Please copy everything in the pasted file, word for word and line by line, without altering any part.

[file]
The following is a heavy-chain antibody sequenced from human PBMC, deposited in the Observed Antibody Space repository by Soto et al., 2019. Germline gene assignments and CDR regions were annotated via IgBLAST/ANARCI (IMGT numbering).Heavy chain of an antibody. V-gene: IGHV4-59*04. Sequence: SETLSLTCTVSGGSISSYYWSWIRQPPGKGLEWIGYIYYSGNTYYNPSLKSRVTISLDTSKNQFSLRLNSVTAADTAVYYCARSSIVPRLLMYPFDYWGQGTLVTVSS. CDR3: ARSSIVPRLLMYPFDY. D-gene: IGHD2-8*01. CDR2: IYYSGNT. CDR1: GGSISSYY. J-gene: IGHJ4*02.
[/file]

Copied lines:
The following is a heavy-chain antibody sequenced from human PBMC, deposited in the Observed Antibody Space repository by Soto et al., 2019. Germline gene assignments and CDR regions were annotated via IgBLAST/ANARCI (IMGT numbering).Heavy chain of an antibody. V-gene: IGHV4-59*04. Sequence: SETLSLTCTVSGGSISSYYWSWIRQPPGKGLEWIGYIYYSGNTYYNPSLKSRVTISLDTSKNQFSLRLNSVTAADTAVYYCARSSIVPRLLMYPFDYWGQGTLVTVSS. CDR3: ARSSIVPRLLMYPFDY. D-gene: IGHD2-8*01. CDR2: IYYSGNT. CDR1: GGSISSYY. J-gene: IGHJ4*02.